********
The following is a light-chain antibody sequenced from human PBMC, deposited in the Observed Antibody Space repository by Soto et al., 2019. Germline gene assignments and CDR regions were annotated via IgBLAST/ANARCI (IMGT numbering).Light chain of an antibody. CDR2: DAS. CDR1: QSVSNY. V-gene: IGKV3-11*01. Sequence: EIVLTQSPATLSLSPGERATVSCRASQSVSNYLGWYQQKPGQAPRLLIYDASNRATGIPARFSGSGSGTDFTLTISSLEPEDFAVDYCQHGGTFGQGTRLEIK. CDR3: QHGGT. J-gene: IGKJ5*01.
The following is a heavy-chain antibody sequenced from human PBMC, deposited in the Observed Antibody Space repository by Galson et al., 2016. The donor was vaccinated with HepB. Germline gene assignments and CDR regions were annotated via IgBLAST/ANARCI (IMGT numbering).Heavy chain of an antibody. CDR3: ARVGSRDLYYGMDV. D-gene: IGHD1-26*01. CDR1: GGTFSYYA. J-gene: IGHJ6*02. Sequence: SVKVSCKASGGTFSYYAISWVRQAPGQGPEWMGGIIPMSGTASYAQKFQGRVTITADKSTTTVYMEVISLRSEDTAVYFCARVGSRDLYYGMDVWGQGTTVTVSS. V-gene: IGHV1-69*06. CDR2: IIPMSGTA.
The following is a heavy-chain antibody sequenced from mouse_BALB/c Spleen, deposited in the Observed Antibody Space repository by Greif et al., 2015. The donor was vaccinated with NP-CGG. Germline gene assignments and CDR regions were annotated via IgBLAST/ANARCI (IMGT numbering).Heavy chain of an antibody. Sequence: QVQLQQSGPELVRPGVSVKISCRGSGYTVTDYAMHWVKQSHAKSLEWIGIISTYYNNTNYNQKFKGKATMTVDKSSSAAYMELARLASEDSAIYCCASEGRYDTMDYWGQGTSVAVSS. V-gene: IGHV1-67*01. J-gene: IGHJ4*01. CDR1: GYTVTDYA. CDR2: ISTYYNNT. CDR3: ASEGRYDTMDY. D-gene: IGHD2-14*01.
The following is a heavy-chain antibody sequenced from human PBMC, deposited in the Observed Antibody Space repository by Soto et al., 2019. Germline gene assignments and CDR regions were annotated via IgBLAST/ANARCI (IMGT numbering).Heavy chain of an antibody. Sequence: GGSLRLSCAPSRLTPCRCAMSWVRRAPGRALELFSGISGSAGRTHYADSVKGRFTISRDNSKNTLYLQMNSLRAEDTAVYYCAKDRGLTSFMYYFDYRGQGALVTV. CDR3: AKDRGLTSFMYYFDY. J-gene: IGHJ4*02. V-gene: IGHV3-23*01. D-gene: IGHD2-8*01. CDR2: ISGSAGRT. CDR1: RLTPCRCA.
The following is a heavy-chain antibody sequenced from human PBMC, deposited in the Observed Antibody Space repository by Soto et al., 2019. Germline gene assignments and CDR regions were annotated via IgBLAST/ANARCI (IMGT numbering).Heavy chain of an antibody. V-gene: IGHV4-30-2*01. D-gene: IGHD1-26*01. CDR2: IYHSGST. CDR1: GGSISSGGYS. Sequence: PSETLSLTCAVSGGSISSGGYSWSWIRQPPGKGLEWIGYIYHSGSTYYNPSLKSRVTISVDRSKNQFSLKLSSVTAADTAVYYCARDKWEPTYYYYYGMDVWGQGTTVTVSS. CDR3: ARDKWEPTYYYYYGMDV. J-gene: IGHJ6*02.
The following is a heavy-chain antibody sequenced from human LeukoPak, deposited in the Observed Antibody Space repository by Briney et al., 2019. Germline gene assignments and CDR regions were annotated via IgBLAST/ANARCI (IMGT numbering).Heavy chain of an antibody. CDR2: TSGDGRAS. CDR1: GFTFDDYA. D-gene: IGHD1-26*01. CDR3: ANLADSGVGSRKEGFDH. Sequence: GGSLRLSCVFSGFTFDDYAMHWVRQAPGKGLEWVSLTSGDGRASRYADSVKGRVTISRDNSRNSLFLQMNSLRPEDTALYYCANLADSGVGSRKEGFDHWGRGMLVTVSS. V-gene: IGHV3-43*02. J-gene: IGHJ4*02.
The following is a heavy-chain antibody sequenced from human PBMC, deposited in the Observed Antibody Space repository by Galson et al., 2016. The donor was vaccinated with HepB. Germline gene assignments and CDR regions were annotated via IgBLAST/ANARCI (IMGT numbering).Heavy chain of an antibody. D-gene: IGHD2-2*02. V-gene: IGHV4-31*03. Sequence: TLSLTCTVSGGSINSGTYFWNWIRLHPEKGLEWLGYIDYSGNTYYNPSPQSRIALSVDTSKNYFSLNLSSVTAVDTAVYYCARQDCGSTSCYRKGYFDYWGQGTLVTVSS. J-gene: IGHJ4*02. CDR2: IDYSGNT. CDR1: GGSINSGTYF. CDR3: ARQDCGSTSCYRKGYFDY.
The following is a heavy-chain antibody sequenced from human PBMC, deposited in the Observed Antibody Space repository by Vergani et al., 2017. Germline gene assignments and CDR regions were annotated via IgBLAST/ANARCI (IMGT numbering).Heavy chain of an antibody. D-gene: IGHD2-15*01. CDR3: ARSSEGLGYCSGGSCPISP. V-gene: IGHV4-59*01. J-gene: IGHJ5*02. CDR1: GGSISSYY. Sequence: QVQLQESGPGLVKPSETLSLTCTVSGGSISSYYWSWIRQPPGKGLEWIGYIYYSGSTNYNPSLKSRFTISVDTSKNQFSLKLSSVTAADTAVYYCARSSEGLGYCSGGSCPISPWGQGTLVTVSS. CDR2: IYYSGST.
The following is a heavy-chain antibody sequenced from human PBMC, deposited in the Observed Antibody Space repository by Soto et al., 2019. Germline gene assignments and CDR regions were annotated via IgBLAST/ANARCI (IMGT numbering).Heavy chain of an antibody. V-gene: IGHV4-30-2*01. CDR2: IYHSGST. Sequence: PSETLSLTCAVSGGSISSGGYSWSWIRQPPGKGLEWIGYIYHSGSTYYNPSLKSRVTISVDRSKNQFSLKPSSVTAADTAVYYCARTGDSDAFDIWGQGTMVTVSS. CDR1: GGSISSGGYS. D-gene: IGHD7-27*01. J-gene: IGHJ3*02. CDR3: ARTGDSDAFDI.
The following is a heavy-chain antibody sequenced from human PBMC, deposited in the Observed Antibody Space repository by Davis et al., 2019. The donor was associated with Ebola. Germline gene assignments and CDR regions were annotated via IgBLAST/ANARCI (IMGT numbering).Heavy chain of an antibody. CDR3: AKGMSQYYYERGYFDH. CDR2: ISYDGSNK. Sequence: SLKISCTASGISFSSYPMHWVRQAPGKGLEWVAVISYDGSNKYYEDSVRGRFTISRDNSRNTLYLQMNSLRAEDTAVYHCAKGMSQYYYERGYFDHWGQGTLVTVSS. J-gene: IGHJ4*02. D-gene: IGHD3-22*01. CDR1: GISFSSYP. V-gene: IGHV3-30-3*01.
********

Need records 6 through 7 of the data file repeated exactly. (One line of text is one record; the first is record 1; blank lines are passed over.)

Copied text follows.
The following is a heavy-chain antibody sequenced from human LeukoPak, deposited in the Observed Antibody Space repository by Briney et al., 2019. Germline gene assignments and CDR regions were annotated via IgBLAST/ANARCI (IMGT numbering).Heavy chain of an antibody. CDR2: TSGDGRAS. CDR1: GFTFDDYA. D-gene: IGHD1-26*01. CDR3: ANLADSGVGSRKEGFDH. Sequence: GGSLRLSCVFSGFTFDDYAMHWVRQAPGKGLEWVSLTSGDGRASRYADSVKGRVTISRDNSRNSLFLQMNSLRPEDTALYYCANLADSGVGSRKEGFDHWGRGMLVTVSS. V-gene: IGHV3-43*02. J-gene: IGHJ4*02.
The following is a heavy-chain antibody sequenced from human PBMC, deposited in the Observed Antibody Space repository by Galson et al., 2016. The donor was vaccinated with HepB. Germline gene assignments and CDR regions were annotated via IgBLAST/ANARCI (IMGT numbering).Heavy chain of an antibody. D-gene: IGHD2-2*02. V-gene: IGHV4-31*03. Sequence: TLSLTCTVSGGSINSGTYFWNWIRLHPEKGLEWLGYIDYSGNTYYNPSPQSRIALSVDTSKNYFSLNLSSVTAVDTAVYYCARQDCGSTSCYRKGYFDYWGQGTLVTVSS. J-gene: IGHJ4*02. CDR2: IDYSGNT. CDR1: GGSINSGTYF. CDR3: ARQDCGSTSCYRKGYFDY.